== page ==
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From Colin Sampaleanu <colin...@exis.com>
Subject Re: Use of interfaces ...
Date Tue, 04 Feb 2003 15:02:18 GMT
Generally, I think this would be a step in the wrong direction.

Aside from other considerations, I wouldn't overlook one aspect of 
interfaces, that they make testing (via mock objects, etc.) much easier. 
You can take a piece of code, and when it is dealing mostly with objects 
it talks to via interfaces, very easily stress it outside of its normal 
environment. It's a drag to have to drop something in a web container to 
test it out. If you leave things as an interface, and an abstract class 
that will be used most of the time, when somebody needs to do a test 
they can instead implement only the portions of the interface that are 
really needed for the test.

W/regards to performance, the VM has gotten a lot faster at some 
operations. Reflection for example, which used to be something like 30x 
slower than a normal method call, is only 1.5x slower in the 1.4 VM. I 
would be very surprised if this aspect made much of a difference, 
compared to other things that a Tapestry application might typically do, 
such as hitting a database.


Howard M. Lewis Ship wrote:

>Just a random thought ...
>
>Tapestry uses a few key interfaces:  IComponent, IPage, IEngine,
>IRequestCycle being the main ones.
>
>In theory, you could brew up your own IComponent implementation, not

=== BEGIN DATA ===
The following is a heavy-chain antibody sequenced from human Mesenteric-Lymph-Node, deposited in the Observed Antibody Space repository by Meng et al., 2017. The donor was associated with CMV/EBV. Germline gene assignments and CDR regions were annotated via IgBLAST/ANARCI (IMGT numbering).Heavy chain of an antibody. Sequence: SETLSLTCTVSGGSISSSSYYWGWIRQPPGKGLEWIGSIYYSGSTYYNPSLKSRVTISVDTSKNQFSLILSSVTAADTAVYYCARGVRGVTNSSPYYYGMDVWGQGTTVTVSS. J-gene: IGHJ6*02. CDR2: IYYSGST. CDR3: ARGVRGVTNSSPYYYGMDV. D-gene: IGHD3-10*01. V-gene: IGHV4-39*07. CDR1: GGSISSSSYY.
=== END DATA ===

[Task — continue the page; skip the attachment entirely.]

>AbstractComponent.
>
>Increasingly, though, the framework is making expections that your component
>classes inherit from AbstractComponent.  For example, the new class
>enhancement code expects that fireObservedChange() (provided by
>AbstractComponent) is provided by a superclass.
>
>Every once and a while, I think about scrapping IComponent and IPage,
>renaming AbstractComponent to Component (or TapestryComponent, or
>WebComponent), and likewise of AbstractPage.
>
>There are also theoretical performance improvements in shifting from
>interfaces to abstract base classes.  Method invocation against a class is
>more efficient and easier for Hotspot to optimize than invocations against
>an interface (in fact, there are different bytecodes for invoking a virtual
>method vs. invoking an interface method).
>
>At some point, I'll have an environment where I can do performance testing
>... perhaps I'll match them up against each other!
>  
>



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